Michael Goldberg at a Statehouse news conference in April.
Lawyers with a stake in the massive fraud case involving Northeast Kingdom projects have revised their proposal for divvying up $25 million in settlement proceeds after a judge raised concerns that the first plan had a big omission.
The group of attorneys will set aside about $1.35 million to cover six months’ worth of expenses for the court-appointed receiver overseeing the properties at the heart of the alleged “Ponzi-like” scheme.
Initially, the attorneys representing investors had sought to divvy up the $25 million among themselves. However, after federal Judge Darrin P. Gayles pointed out that none of the receiver’s legal bills were covered, the latest proposal does just that.
“All participating firms” have agreed to “voluntarily contribute” enough to cover the receiver’s second fee application if their latest proposal is approved, says a filing submitted Monday on the receiver’s behalf.
That brings the total renumeration so far to $3.3 million for Michael Goldberg, the court-appointed receiver, and his firm, Akerman LLP.
The latest proposal is included in a flurry of filings in recent days dealing with payments to attorneys in the EB-5 immigrant investor case involving Jay Peak owner Ariel Quiros and his business partner, Bill Stenger, the resort’s former CEO and president.
Goldberg has overseen operations at the properties, including Jay Peak and Burke Mountain ski resorts, for more than a year.
On Friday an attorney for the receiver asked Judge Gayles to approve $1.35 million to pay for legal and other professional services expenses for the receivership spanning Nov. 1 to April 30.
In December, the judge approved using money from the receivership to pay about $1.95 million in legal and professional expenses accrued since Goldberg was appointed to his role in April 2016. That fee request included expenses from April 1, 2016, through Oct. 31.
The money to cover those bills came from assets within the receivership itself, specifically from a share of a $13.3 million settlement between the receiver and Citibank, a financial institution Quiros had used to take out a line of credit.
The recent filings follow a hearing late last month where Gayles approved a nearly $150 million settlement the receiver had negotiated with Raymond James & Associates Inc., a financial services firm Quiros had used.
As part of that settlement, a $25 million fund had been set up to pay attorneys who had represented investors in actions against Raymond James in exchange for dropping their cases. The settlement included a bar order, which protected Raymond James from fraud litigation by investors.
The $25 million fund, according to court filings, also “obviates” the need for investors to compensate attorneys themselves.
A breakdown of the legal and professional expenses for the receivership from Nov. 1 to April 30 includes:
The receiver and his firm Akerman LLP: $585,405.
Law firm Levine Kellogg Lehman Schneider + Grossman LLP: $385,978.
Kapila Mukamal, accountants: $293,860.
Klasko Immigration Law Partners: $83,464.
Two other firms are listed at amounts of less than $3,000 each. The total represents 4,782 hours, at nearly $1.27 million, plus $82,973 in expenses.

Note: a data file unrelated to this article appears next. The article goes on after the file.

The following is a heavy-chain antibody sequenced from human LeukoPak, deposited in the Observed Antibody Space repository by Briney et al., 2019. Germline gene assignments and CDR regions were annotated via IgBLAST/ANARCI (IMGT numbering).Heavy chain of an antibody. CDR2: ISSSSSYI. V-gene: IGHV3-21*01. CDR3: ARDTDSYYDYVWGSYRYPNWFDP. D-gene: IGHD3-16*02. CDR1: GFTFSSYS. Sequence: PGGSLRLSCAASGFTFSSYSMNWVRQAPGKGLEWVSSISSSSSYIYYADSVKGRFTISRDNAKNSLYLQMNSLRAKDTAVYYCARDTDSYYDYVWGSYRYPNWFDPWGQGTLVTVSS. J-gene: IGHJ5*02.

As in the filing for fees and expenses approved in December, the latest motion states that firms have agreed to reduced fees and expenses.
For example, the latest filing states, Goldberg and his firm, Akerman, agreed to reduce his billing rate and the rates of his professionals.
Instead of their standard rates, according to the filing, which range from $440 to $7,250, per hour all partners are billed at $395; associate rates are capped at $260; and paraprofessionals are billed at $175, resulting in a blended rate of $320.
In addition to the rate reduction, the filing says, all time billed to long distance travel is reduced by an additional 50 percent.
“These discounts,” according to the filing, “equate to a $310,000 reduction from Akerman’s standard billing.”
A federal judge appointed Goldberg to the post of receiver when the U.S. Securities and Exchange Commission sued Quiros and Stenger in April 2016, accusing them of investor fraud.
The SEC alleged the two developers misused $200 million in immigrant investor funds brought in through the federal EB-5 visa program. Federal regulators say the two men used investor money to purchase Jay Peak Resort in a deal facilitated by Raymond James.
Goldberg could not be reached Monday for comment.
The latest filings provide a hint that more settlements, in addition to the ones with Raymond James and Citibank, may be coming.
“The Receiver continues to review potential causes of action against the principals of the Receivership Defendants and various third parties. These claims may include common law claims and claims under fraudulent transfer statutes,” one of the motions filed Monday says.
“While the Receiver cannot yet predict the likelihood, amount or cost-effectiveness of particular claims or the claims as a whole, the Receiver continues to diligently evaluate claims against third parties.”
- Vermont EB5 Regional Center
- UNITED STATES SECURITIES AND EXCHANGE COMMISSION
- Ariel Quiros
- Akerman LLP
- Bill Stenger
- Jay Peak - Q Burke Mountain Resort, Hotel and Conference Center L.P.
- The AM Wealth Management Group of Raymond James
- State of Vermont vs Bill Stenger & Ariel Quiros
- UNITED STATES SECURITIES AND EXCHANGE COMMISSION vs Ariel Quiros & Bill Stenger
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